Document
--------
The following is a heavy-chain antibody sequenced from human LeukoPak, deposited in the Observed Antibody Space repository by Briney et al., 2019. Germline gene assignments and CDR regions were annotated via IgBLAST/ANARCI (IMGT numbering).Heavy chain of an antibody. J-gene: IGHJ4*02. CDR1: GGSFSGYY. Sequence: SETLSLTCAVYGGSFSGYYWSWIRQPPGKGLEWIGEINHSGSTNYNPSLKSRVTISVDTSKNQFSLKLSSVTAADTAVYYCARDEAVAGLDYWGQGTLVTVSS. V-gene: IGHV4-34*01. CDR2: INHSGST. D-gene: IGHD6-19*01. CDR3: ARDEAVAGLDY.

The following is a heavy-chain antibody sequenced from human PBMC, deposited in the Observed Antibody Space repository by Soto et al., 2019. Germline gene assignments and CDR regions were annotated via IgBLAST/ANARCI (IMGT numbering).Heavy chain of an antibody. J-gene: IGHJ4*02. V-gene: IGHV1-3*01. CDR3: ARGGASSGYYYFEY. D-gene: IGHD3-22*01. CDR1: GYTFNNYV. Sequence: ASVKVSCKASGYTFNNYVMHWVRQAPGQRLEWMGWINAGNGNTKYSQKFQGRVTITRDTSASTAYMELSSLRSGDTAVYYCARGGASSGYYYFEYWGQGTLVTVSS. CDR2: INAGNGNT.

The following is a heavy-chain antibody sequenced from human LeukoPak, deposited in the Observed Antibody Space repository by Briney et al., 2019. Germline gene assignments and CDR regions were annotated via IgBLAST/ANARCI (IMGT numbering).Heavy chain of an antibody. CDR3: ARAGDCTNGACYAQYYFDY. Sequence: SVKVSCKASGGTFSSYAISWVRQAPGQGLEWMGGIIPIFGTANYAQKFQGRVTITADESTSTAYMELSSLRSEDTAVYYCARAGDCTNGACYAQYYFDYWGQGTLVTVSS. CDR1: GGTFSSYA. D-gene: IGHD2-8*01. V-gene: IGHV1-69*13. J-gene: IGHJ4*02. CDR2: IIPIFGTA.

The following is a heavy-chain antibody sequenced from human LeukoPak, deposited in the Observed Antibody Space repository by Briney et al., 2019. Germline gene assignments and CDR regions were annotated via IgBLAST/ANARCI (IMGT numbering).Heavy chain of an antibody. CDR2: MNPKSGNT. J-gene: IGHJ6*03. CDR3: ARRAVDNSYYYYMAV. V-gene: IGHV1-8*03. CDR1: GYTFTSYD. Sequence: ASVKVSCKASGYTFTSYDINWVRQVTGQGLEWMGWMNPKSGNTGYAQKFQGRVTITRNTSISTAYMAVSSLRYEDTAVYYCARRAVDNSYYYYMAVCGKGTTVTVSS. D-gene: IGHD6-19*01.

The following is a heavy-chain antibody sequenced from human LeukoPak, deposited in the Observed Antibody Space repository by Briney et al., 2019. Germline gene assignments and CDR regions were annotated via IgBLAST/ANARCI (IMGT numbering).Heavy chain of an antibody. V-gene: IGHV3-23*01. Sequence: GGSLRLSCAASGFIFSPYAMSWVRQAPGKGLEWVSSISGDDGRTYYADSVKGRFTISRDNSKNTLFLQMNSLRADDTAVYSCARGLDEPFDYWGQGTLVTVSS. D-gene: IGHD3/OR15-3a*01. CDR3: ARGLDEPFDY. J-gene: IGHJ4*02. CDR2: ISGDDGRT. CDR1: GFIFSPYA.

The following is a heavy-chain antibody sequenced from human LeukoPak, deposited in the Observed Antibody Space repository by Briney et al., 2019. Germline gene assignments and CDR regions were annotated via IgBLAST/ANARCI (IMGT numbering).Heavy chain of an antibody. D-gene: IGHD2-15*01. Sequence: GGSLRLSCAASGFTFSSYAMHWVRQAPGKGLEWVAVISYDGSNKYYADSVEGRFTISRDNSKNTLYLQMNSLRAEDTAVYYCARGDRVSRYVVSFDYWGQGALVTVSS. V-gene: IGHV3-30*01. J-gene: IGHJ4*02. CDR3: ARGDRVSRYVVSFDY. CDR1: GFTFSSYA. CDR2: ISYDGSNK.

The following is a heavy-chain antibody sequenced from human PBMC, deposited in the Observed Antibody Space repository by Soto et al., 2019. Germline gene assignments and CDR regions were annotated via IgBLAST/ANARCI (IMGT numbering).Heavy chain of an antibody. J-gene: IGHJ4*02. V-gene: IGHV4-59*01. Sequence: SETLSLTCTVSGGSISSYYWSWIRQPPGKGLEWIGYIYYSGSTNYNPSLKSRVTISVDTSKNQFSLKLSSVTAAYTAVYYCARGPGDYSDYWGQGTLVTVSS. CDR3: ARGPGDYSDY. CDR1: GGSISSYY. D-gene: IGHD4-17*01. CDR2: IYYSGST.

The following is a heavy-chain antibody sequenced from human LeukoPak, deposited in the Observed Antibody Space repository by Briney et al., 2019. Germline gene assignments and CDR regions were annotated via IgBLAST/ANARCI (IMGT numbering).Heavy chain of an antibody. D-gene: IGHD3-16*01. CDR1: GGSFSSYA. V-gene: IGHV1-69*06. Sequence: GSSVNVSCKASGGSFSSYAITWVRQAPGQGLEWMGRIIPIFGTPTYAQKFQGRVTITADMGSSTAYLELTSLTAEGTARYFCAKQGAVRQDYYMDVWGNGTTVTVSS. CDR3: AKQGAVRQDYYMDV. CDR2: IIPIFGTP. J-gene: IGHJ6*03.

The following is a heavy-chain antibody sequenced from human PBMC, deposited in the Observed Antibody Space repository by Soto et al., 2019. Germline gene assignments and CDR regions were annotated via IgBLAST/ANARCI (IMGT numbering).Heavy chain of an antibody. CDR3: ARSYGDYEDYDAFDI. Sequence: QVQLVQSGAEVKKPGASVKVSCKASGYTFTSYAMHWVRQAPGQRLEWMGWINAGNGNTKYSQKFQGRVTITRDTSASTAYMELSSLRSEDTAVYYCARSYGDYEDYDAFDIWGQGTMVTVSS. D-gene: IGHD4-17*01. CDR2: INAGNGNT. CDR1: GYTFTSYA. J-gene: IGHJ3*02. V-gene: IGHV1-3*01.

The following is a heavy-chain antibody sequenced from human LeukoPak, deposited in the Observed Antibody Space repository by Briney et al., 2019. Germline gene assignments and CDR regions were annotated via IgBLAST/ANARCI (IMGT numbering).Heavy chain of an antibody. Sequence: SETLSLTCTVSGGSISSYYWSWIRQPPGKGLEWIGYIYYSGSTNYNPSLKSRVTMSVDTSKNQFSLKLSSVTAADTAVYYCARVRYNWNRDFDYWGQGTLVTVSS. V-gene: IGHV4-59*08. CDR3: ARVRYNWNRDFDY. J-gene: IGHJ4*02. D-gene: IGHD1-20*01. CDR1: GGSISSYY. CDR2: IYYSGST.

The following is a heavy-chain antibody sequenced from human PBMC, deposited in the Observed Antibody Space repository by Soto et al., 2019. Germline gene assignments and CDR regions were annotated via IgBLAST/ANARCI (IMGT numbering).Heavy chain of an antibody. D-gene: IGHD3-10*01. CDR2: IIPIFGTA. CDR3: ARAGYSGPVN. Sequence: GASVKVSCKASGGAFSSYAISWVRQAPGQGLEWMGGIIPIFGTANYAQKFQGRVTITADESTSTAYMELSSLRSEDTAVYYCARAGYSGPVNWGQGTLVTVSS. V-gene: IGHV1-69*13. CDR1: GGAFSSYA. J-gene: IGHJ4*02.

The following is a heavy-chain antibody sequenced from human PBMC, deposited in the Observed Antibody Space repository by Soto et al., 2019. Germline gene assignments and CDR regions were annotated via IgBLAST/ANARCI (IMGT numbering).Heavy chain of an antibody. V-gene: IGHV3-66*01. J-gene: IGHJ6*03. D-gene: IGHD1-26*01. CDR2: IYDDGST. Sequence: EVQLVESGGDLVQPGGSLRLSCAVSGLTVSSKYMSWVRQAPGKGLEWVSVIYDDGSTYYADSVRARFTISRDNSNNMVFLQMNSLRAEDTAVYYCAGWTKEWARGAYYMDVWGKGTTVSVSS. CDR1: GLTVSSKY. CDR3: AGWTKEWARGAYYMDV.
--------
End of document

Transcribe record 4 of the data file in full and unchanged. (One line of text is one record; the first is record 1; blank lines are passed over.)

The following is a heavy-chain antibody sequenced from human LeukoPak, deposited in the Observed Antibody Space repository by Briney et al., 2019. Germline gene assignments and CDR regions were annotated via IgBLAST/ANARCI (IMGT numbering).Heavy chain of an antibody. CDR2: MNPKSGNT. J-gene: IGHJ6*03. CDR3: ARRAVDNSYYYYMAV. V-gene: IGHV1-8*03. CDR1: GYTFTSYD. Sequence: ASVKVSCKASGYTFTSYDINWVRQVTGQGLEWMGWMNPKSGNTGYAQKFQGRVTITRNTSISTAYMAVSSLRYEDTAVYYCARRAVDNSYYYYMAVCGKGTTVTVSS. D-gene: IGHD6-19*01.